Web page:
Lyndon Johnson is reviled by both the liberal left and the conservative right in the United States, which is no mean feat. Is it possible for any serious student of US history not to be familiar with the taunt of “Hey! Hey! LBJ, How many kids you kill today?”
And yet without Lyndon Johnson Barack Obama would not be president today.
Viet Nam, with a push from JFK, really kicked off under LBJ. Yet here was a president who had no real interest in foriegn affairs and wanted to eradicate poverty in the US. One facet the book really gets across is the idea that what LBJ really wanted was not to bomb North Viet Nam but to cut a deal with Ho Chi Minh, another politician, as to what was needed to do the business. In exasperation he used to bawl at his advisors that he would rather be building schools in Viet Nam than bombing it.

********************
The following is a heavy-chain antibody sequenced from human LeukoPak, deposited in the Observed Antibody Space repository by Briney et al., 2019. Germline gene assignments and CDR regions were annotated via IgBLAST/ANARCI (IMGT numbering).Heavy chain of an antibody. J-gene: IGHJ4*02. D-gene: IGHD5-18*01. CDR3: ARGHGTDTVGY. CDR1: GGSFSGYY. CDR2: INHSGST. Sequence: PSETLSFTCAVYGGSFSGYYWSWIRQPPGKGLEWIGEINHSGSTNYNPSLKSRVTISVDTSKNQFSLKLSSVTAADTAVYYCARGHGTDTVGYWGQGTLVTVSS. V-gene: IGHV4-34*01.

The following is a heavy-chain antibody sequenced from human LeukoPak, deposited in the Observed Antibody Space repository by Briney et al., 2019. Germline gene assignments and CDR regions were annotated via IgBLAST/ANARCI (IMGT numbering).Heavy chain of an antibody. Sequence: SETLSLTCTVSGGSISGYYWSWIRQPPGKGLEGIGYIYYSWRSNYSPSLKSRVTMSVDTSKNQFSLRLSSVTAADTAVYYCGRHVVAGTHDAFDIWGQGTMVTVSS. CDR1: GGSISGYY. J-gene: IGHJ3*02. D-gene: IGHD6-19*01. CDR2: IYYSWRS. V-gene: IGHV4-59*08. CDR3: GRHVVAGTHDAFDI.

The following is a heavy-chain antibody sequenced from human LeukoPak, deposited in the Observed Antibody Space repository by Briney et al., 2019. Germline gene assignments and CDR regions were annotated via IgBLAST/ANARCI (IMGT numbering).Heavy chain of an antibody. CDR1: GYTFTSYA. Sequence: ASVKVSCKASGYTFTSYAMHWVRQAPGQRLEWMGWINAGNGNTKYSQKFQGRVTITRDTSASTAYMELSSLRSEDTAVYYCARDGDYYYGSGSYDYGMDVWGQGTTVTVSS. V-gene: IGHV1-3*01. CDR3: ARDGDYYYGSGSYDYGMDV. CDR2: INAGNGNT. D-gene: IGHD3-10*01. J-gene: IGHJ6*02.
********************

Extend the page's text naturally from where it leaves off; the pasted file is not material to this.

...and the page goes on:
Lyndon Johnson was possibly the most corrupt man to ever serve in the presidency, but history speaks for itself. He brought in the 1965 Civil Rights bill knowing full well that it would (And did.) destroy the Democratic Party in the South. But it was the right thing to do, and for that LBJ deserves more gratitude than he gets.
Robert Dallek’s slim book is a masterful blending of two heavier tomes on LBJ’s life, and another example of how sometimes less is more.